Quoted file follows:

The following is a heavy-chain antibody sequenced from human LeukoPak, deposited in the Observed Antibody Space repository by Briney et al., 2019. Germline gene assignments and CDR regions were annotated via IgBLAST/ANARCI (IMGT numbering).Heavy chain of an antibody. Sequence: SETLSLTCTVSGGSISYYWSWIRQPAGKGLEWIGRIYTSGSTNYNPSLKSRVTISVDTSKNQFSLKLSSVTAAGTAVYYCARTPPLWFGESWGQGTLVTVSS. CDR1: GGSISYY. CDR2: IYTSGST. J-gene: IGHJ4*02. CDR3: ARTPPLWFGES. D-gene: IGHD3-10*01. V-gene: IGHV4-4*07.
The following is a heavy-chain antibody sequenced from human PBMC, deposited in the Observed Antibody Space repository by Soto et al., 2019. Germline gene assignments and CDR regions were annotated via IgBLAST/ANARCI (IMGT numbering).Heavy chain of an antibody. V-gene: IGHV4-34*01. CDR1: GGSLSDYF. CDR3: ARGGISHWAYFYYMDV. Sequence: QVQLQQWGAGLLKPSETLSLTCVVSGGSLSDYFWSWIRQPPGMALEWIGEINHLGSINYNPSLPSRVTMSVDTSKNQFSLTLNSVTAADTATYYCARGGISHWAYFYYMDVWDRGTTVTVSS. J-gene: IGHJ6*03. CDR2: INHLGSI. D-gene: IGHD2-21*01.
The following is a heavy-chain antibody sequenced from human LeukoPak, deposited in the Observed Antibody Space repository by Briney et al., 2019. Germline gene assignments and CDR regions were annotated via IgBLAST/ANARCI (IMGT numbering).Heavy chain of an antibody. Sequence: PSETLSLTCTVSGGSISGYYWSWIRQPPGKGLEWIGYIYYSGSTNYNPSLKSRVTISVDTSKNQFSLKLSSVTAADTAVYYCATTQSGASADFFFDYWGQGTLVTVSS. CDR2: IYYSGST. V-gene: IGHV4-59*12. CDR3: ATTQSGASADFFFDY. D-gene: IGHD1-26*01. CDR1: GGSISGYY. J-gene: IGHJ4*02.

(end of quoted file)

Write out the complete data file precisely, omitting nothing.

The following is a heavy-chain antibody sequenced from human LeukoPak, deposited in the Observed Antibody Space repository by Briney et al., 2019. Germline gene assignments and CDR regions were annotated via IgBLAST/ANARCI (IMGT numbering).Heavy chain of an antibody. Sequence: SETLSLTCTVSGGSISYYWSWIRQPAGKGLEWIGRIYTSGSTNYNPSLKSRVTISVDTSKNQFSLKLSSVTAAGTAVYYCARTPPLWFGESWGQGTLVTVSS. CDR1: GGSISYY. CDR2: IYTSGST. J-gene: IGHJ4*02. CDR3: ARTPPLWFGES. D-gene: IGHD3-10*01. V-gene: IGHV4-4*07.
The following is a heavy-chain antibody sequenced from human PBMC, deposited in the Observed Antibody Space repository by Soto et al., 2019. Germline gene assignments and CDR regions were annotated via IgBLAST/ANARCI (IMGT numbering).Heavy chain of an antibody. V-gene: IGHV4-34*01. CDR1: GGSLSDYF. CDR3: ARGGISHWAYFYYMDV. Sequence: QVQLQQWGAGLLKPSETLSLTCVVSGGSLSDYFWSWIRQPPGMALEWIGEINHLGSINYNPSLPSRVTMSVDTSKNQFSLTLNSVTAADTATYYCARGGISHWAYFYYMDVWDRGTTVTVSS. J-gene: IGHJ6*03. CDR2: INHLGSI. D-gene: IGHD2-21*01.
The following is a heavy-chain antibody sequenced from human LeukoPak, deposited in the Observed Antibody Space repository by Briney et al., 2019. Germline gene assignments and CDR regions were annotated via IgBLAST/ANARCI (IMGT numbering).Heavy chain of an antibody. Sequence: PSETLSLTCTVSGGSISGYYWSWIRQPPGKGLEWIGYIYYSGSTNYNPSLKSRVTISVDTSKNQFSLKLSSVTAADTAVYYCATTQSGASADFFFDYWGQGTLVTVSS. CDR2: IYYSGST. V-gene: IGHV4-59*12. CDR3: ATTQSGASADFFFDY. D-gene: IGHD1-26*01. CDR1: GGSISGYY. J-gene: IGHJ4*02.